Of Coog & Coffee
Legend has it that in 1670, Baba Budan, a Muslim pilgrim, carried seven coffee beans from Arabia (where the export of only processed beans was allowed) and planted them in the Chikmagalur region of Karnataka, thus introducing coffee to India. Today the state is the largest producer of coffee in the country, and a large chunk of it comes from a gorgeous area known as Kodagu, or, as the British called it, Coorg, an elevated region that lies 3 hours southwest of Mysore. With undulating hills, this is a superb trekking destination, and as yet still somewhat of a secret.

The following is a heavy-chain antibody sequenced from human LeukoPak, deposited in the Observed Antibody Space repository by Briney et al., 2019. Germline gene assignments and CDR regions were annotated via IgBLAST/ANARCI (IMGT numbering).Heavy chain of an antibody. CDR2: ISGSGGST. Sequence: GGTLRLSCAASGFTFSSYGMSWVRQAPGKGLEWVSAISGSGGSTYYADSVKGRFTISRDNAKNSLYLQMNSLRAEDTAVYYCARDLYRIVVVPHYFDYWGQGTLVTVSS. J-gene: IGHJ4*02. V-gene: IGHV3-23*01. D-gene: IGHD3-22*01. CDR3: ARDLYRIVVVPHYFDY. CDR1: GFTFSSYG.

Five and a half hours from Bengaluru and 2 hours from Mysore, the capital of Coorg is Madikeri, an unexceptional town but a convenient base for treks in the area. If you don't intend to hike, however, you could opt for a quieter, more luxurious getaway in the midst of a coffee plantation at Orange County (run by the same company that operates Orange County Kabini), or an even more authentic stay in the rustic Rainforest Retreat (both reviewed). As is the case elsewhere, a number of homestay options have emerged in the last few years, but most don't meet our standards of hygiene and ambience. If you plan on staying within the town itself, then Gowri Nivas (New Extension, Madikeri; tel. 094481-93822; www.gowrinivas.com; doubles at Rs 3,500), is a sweet and clean place, run by the extremely chilled Bopanna and his wife, Muthu. They can also help you get to the top of Tadiyendamol, the highest peak in Coorg at 1,750m (5,740 ft). A little lower than Madikeri, a massive planter's bungalow, once the residence of the Diwan to Raja of Coorg, has been taken up by the expert Neemrana Hotels Group and opened to tourists. The Swiss-styled Green Hills Estate (www.neemranahotels.com; tel. 011/4666-1666; doubles from Rs 5,000), is surrounded by coffee plantations, and still very reminiscent of the days when the Chengappa family (now living a stone's throw away) lived in the grand style here. Wooden stairs lead to massive suites, antiques and period furniture are in every corner, with frayed tiger skins on the floors, and a slightly disconcerting dining area uses the once-majestic animals of surrounding forests as wall décor. It's all utterly charming when there are other guests staying there. If the culture of the area intrigues you, ask for Kartik, who has grown up in these environs, but of course the best way of getting acquainted with the Coorgi way of life is to attend a wedding -- nonstop fun, and full of interesting rites and ceremonies. Essentially agriculturists, the Coorgis, also known as the Kodavas, are a distinct community, with strict adherence to the code of merry-making, and occasions to celebrate are never wanting. Interestingly, they are said to be descendents of Alexander's army, something that could well be true given that they always carry some form of weapon -- thankfully, rarely ever used.